How Growing Up Poor Affects Your Relationship

The consequences of growing up poor don’t end when you’re a financially stable adult. Here’s how growing up poor affects your relationship or marriage, and how to stop money from destroying love.

consequences growing up poor

Money Personalities

In The 5 Money Personalities: Speaking the Same Love and Money Language, by Scott Palmer and Bethany Palmer say that once you know your Money Personality, you can get to the root of money arguments and start improving your relationship. You’ll discover what has an impact on your loved one’s money decisions, and you’ll learn how to talk about money in a way that’s actually fun! You’ll figure out how to put an end to money secrets and lies once and for all.

I grew up poor. We were on welfare, my mom was single and schizophrenic, and we moved constantly. My husband grew up in a middle class home – they weren’t poor, but they definitely pinched their pennies. Both my husband and I are frugal. We prefer to save our money, not spend it, and are focused on paying off our mortgage instead of buying material possessions or going out for dinner.  It’s ironic that we have the same money personalities, even though I grew up poor and he didn’t.

If you don’t know what your money personality is – or how it affects your relationship – read the book above. If you and your partner fight about money a lot, you might want to learn How to Apologize to Your Spouse After a Money Fight.

The Consequences of Growing Up Poor

If you grew up poor and feel compelled to surround yourself with brand names and possessions, your relationship may suffer. Growing up poor affects your sense of control in life and your relationship, and can lead to impulsivity and easily giving up.

Materialistic couples aren’t as happy. Researchers from Brigham Young University found that couples who are materialistic and who say money is important to them are not as happy or stable as couples to whom money is not important. “Couples where both spouses are materialistic were worse off on nearly every measure we looked at,” said Jason Carroll, a BYU professor of family life and lead author of the study. “There is a pervasive pattern in the data of eroding communication, poor conflict resolution and low responsiveness to each other.”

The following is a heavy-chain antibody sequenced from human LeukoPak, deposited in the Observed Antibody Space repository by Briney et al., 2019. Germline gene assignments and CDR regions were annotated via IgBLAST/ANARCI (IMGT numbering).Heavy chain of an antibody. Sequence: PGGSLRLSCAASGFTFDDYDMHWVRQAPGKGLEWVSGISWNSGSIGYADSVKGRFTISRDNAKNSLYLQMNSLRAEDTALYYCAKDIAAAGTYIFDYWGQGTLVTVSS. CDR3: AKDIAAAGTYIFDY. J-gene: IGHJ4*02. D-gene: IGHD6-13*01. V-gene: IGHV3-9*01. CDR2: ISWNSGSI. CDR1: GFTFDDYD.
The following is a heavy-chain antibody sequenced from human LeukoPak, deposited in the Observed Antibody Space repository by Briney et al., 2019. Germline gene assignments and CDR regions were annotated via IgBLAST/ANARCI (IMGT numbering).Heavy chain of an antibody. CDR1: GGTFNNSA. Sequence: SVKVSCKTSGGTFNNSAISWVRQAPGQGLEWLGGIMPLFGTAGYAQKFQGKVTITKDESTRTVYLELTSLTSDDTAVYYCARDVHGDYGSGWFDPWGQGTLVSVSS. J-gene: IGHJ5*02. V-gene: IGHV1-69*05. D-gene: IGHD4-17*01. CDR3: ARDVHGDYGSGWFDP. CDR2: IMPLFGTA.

Couples who focus on money and possessions don’t communicate well and don’t know how to resolve conflict. They also don’t pay much attention to each other. Unfortunately, these researchers didn’t study if these couples grew up poor as individuals. That would be an interesting measure – to see how growing up poor affects a couple’s relationship. But, these researchers did say that how a couple perceives their finances seems to be more important to their marital health and happiness than their actual financial situation.

Growing up poor might lead you to give up on your relationship quicker than if you had grown up with money. Research from the American Psychological Association shows that two people with different childhood backgrounds are likely to respond to uncertainty in different ways, even if they are a couple with a similar socioeconomic background. This research shows that adults who grew up poor were more inclined to consider difficult and uncertain living conditions as beyond their control, while those from affluent backgrounds found them to be within their control. This leads to different reactions (eg, fear or anxiety) to the same situation (an unexpected household bill).